A very beautiful history book arrived in my mail — and it (naturally) sparked some political thoughts in my brain
A couple of weeks ago, I asked you all to link to a General Knowledge Quiz that DK publishing hosts. I disclosed at the time that this was not a purely altruistic act, even though I thought the quizzes were fun and I think the world of DK books. In exchange for promoting the Quiz site, DK’s publicist was kind enough to send me an incredibly gorgeous, wonderful book: History: The Definitive Visual Guide (From The Dawn of Civilization To The Present Day).
I’ve always had a passion for historic surveys (and own several of them). I love seeing the tapestry of history spread out before me. This type of book is great as a general reference book, and is also just fun to dive into, to acquaint (or reacquaint) oneself with a historic period or two.
The DK book, as one would expect, is lavishly illustrated, and the text is surprisingly accessible. The book is comprehensive too, ranging from 4.5 million years ago through to pretty much yesterday. Since it’s a huge book, I’ve only just gotten out of the Ice Age and the beginning of small agricultural communities, so I cannot (and, given its size, will not) offer a comprehensive review. The early part of the book, though, strikes me as intellectually honest.
I got a real kick of the part of the book covering the climate changes that affected early Homo Sapiens’ development. Keep in mind that, when these changes occurred, the earth was already billions of years old, so the changes were not related to a still evolving planet. On the cosmic time line, these climate changes were a millisecond away from us:
Contrary to popular belief, an Ice Age is not a continual deep freeze, but a period of constantly fluctuating climate conditions punctuated by periods of intense cold.
Sea cores give only a general impression of Ice Age climate change, but, as a rule, cooling proceeds relatively slowly and warming unfolds rapidly, as was the case at the end of the last cold period (glacial). Glacial periods in the past have been longer than interglacials — brief, volatile intervals of warming conditions during the Ice Age when the climate was as warm, or warmer than, today. These increases in temperature are caused by changes in the Earth’s path around the sun and its rotation on its axis. Natural increases in greenhouse gases add to the warming. We are currently experiencing an interglacial period caused by these natural phenomena that began about 10,000 years ago. (pp. 22-23)
The Ice Age chapter goes on to describe the vast sheets of Ice that covered much of the Northern Hemisphere, and the way in which they drastically changed the earth’s landscape by storing water in ice, thereby creating the land shelves that allowed humans to spread out over the globe.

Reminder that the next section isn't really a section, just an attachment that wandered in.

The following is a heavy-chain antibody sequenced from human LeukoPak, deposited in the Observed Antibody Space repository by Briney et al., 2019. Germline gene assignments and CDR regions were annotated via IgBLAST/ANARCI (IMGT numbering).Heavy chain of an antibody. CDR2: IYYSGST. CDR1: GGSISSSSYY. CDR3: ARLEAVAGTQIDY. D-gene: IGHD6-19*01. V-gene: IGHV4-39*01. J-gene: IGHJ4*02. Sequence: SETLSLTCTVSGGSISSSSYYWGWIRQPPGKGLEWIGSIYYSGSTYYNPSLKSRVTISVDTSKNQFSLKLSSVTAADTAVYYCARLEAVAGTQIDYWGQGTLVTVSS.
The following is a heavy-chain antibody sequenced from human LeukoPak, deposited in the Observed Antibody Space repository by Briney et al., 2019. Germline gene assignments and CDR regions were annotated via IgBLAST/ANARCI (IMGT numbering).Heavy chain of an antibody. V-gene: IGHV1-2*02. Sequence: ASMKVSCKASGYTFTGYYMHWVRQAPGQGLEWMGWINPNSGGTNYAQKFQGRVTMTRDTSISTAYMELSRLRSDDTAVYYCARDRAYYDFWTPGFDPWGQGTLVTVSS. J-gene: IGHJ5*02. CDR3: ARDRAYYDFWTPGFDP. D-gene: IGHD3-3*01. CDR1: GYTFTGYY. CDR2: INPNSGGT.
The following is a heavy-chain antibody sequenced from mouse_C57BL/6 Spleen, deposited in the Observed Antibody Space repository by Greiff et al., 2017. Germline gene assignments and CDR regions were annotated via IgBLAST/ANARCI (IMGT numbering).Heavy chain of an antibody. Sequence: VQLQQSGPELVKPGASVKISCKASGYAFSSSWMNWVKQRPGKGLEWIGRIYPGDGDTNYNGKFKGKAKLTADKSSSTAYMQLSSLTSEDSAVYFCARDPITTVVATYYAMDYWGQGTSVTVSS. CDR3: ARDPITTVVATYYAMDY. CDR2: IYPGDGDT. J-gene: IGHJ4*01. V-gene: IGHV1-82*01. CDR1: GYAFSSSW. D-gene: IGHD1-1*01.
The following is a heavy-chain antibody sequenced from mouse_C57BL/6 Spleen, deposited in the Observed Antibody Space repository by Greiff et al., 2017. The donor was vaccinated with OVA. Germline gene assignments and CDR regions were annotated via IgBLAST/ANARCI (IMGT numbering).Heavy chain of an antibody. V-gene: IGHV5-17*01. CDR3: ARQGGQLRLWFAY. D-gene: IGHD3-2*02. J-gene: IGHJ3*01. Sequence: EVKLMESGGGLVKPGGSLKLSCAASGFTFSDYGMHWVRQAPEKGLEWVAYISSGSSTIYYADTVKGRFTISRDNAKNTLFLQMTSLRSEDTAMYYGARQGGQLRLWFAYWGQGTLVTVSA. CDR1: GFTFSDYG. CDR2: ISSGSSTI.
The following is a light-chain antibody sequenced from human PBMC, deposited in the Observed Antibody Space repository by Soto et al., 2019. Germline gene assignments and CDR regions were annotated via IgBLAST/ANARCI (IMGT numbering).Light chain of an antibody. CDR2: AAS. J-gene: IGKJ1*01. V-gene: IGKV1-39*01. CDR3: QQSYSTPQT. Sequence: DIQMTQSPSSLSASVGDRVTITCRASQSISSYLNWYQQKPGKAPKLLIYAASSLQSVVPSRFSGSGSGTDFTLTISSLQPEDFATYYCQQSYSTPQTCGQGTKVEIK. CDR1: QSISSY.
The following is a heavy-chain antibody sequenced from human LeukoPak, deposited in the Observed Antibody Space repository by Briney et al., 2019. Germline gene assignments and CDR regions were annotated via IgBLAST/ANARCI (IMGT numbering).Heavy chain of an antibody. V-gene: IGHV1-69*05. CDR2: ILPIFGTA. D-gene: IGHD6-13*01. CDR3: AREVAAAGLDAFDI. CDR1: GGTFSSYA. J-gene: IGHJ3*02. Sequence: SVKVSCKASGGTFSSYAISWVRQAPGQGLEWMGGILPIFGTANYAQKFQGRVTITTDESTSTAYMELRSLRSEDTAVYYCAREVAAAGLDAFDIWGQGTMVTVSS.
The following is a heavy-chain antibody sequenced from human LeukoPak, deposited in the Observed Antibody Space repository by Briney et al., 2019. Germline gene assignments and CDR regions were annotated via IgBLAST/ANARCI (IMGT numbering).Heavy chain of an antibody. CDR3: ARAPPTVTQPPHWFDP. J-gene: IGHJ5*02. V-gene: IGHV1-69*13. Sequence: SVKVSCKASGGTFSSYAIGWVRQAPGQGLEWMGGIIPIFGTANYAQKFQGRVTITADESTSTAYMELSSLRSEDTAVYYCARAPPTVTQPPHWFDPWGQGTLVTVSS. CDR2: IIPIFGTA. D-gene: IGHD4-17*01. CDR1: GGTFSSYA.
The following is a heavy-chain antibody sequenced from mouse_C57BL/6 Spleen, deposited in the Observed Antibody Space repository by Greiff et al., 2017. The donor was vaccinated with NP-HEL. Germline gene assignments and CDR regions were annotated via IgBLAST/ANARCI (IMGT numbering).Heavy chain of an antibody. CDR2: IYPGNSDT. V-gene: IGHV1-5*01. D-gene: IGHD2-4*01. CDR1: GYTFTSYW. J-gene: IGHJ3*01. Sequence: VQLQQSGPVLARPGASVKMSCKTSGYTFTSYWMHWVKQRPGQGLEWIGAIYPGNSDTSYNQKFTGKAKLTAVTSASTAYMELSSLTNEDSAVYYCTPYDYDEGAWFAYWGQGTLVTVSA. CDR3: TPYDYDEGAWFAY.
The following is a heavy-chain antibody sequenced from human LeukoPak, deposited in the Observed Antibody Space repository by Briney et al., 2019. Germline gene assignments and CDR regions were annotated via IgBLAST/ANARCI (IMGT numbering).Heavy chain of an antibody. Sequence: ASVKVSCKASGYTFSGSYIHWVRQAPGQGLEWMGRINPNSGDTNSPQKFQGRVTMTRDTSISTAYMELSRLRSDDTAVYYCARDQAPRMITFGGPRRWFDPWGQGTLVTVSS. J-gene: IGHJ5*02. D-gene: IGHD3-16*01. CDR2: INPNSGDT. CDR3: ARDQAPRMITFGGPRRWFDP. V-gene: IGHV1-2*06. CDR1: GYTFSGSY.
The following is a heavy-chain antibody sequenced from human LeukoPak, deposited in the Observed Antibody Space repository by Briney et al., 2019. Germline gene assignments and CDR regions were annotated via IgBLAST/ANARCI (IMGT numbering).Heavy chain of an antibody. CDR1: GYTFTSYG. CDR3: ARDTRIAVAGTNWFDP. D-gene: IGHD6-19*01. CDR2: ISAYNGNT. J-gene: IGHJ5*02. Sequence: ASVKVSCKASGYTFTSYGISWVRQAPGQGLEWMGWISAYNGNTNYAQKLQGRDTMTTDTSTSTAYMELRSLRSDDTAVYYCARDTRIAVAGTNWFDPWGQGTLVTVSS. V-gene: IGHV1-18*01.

Of course, the earth warmed after the Ice Age, or we’d still be in one. It warmed so much that Greenland was once actually green. Then, there was a mini Ice Age, which accounts in part for the voluminous clothing people wore from the 14th century on. In Queen Elizabeth I’s time, the Thames froze. Then, the earth warmed again.
Warm and cold, scalded and frozen. The earth changes endlessly. There’s an incredible arrogance on the part of humans to say that all those previous changes were Gaia’s decision, while the last warming cycle (a cycle that stopped about 10 years ago) is America’s fault.
I will say again, as I always say, that we, as the most intelligent beings on earth, are its stewards. As someone who remembers the pollution of the 1960s and early 1970s, I am delighted that we have developed an awareness that helps us keep our earthly garden clean and green. I want us to continue to use our technological wizardry and knowledge, and our environmental conscience, to keep this world lovely for our children and their children. BUT, I will not be bullied by flat earth global warmers who use every change in the weather, up or down, to justify a giant, anti-capitalist transfer of wealth from the First World, which is working hard to maintain the environment, to the Third World, which, because it lives very close to a Malthusian starvation level, has no interest whatsoever in improving the environment.
I want to lift up the Third World, but not at my world’s expense. I believe that the best, and cleanest, future for both the First and Third world is to maximize our existing technology, and to figure out ways to optimize the one fuel on which we all can rely: Fossil fuel.Email This Post To A Friend
One Response to “A very beautiful history book arrived in my mail — and it (naturally) sparked some political thoughts in my brain”
Leave a Reply
You must be logged in to post a comment.